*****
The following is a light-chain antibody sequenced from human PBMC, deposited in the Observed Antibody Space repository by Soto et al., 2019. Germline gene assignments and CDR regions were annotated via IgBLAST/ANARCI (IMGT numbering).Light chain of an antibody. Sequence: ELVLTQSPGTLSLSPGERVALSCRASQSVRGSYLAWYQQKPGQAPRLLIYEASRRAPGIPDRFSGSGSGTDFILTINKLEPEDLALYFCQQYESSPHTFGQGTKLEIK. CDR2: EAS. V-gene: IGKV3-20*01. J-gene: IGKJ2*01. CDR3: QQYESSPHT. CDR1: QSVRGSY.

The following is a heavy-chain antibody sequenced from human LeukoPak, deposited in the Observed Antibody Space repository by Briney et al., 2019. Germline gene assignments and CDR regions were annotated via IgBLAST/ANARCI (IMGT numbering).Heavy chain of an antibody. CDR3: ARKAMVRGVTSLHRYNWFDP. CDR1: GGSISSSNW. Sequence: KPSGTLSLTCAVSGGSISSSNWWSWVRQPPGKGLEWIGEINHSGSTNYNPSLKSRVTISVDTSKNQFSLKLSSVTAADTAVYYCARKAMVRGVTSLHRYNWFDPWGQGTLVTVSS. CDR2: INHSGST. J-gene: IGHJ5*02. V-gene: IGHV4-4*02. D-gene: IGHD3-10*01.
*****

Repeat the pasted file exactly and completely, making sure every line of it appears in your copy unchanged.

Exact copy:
The following is a light-chain antibody sequenced from human PBMC, deposited in the Observed Antibody Space repository by Soto et al., 2019. Germline gene assignments and CDR regions were annotated via IgBLAST/ANARCI (IMGT numbering).Light chain of an antibody. Sequence: ELVLTQSPGTLSLSPGERVALSCRASQSVRGSYLAWYQQKPGQAPRLLIYEASRRAPGIPDRFSGSGSGTDFILTINKLEPEDLALYFCQQYESSPHTFGQGTKLEIK. CDR2: EAS. V-gene: IGKV3-20*01. J-gene: IGKJ2*01. CDR3: QQYESSPHT. CDR1: QSVRGSY.

The following is a heavy-chain antibody sequenced from human LeukoPak, deposited in the Observed Antibody Space repository by Briney et al., 2019. Germline gene assignments and CDR regions were annotated via IgBLAST/ANARCI (IMGT numbering).Heavy chain of an antibody. CDR3: ARKAMVRGVTSLHRYNWFDP. CDR1: GGSISSSNW. Sequence: KPSGTLSLTCAVSGGSISSSNWWSWVRQPPGKGLEWIGEINHSGSTNYNPSLKSRVTISVDTSKNQFSLKLSSVTAADTAVYYCARKAMVRGVTSLHRYNWFDPWGQGTLVTVSS. CDR2: INHSGST. J-gene: IGHJ5*02. V-gene: IGHV4-4*02. D-gene: IGHD3-10*01.